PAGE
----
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- CMS Restorer Genes
TECHNOLOGY OPPORTUNITY - CMS RESTORER GENES
Opportunity: Researchers at the ARC Centre of Excellence in Plant Energy Biology have developed a predictive tool for the identification of plant fertility restorer (Rf) genes.
The method relies on the combination of (i) phylogenetic analysis of a family of genes known to be associated with plant fertility, (ii) an assessment of the predicted sequences for the presence of novel positive selection indicators recently identified by our researchers.
The opportunity exists to use this method for the prediction of Rf genes in fully-sequenced crops bred with cytoplasmic male sterility (CMS).
Summary: The phenomena of CMS and fertility restoration have been exploited by plant breeders to synthesize hybrid lines of a number of crop species. The presence of a nuclear Rf gene is essential to confer self-pollination on the hybrid plants, but functional Rf genes must be excluded from the female parental line to avoid contamination of the hybrid seed.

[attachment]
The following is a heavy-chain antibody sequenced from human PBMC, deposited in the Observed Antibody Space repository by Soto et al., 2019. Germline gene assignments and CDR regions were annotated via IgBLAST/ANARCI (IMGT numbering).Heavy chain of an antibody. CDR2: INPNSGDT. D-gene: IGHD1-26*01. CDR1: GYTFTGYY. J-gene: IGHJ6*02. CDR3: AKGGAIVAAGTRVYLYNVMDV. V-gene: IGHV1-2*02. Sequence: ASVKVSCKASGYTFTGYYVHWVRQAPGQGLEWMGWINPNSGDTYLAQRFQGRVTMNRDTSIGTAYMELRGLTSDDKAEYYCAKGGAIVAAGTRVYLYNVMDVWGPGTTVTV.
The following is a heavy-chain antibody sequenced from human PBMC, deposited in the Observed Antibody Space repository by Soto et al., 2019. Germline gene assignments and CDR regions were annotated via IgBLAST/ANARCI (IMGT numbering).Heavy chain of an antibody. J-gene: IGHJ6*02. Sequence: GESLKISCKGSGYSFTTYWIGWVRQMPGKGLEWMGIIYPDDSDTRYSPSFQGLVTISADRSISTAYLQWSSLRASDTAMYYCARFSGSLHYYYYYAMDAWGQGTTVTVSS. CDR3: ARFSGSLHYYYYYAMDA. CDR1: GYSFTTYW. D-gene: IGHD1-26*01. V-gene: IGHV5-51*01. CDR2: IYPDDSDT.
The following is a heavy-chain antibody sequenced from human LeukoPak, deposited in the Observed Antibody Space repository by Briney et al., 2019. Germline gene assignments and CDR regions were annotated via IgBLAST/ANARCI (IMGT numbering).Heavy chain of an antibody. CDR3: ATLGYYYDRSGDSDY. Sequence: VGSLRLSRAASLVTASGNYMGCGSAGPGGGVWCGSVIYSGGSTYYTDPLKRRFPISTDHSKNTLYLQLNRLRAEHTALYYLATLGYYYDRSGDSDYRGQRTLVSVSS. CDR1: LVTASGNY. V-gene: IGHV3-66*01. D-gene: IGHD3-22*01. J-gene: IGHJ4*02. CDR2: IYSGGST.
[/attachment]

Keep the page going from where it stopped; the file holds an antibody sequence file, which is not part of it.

Rf genes are currently identified by map-based positional cloning approaches that require several years work. For example, it took six years to limit the Rf region of rice to a 300 kb sequence, and another two years to validate the Rf gene by plant gene manipulation. If the genome information for a target plant species is available, the method developed by our researchers only requires a short in silico analysis to predict the candidate Rf genes.
As proof-of-concept our researchers trialled the method with rice, a species where 2 Rf genes have been identified and validated:
30,000 genes -> 6 preferred candidates (320kb region). The 2 known rice Rf genes were found to be included in the 6 preferred candidates (image right).
This computer based analysis and prediction would have saved many years of traditional analysis and the researchers are keen to apply this method to crops of commercial importance.
Intellectual Property: The IP exists as software and "know-how" that can be accessed by potential partners.
Commercialisation: The Centre of Excellence in Plant Energy Biology is seeking partners who require access to the method for the prediction of Rf genes. Ideally this will be as a collaborative project, although commercial partners can access the method under a fee-for-service arrangement.
For further information on this opportunity please contact:
Simon Handford, Office of Industry and Innovation, UWA
Tel: +618 6488 8187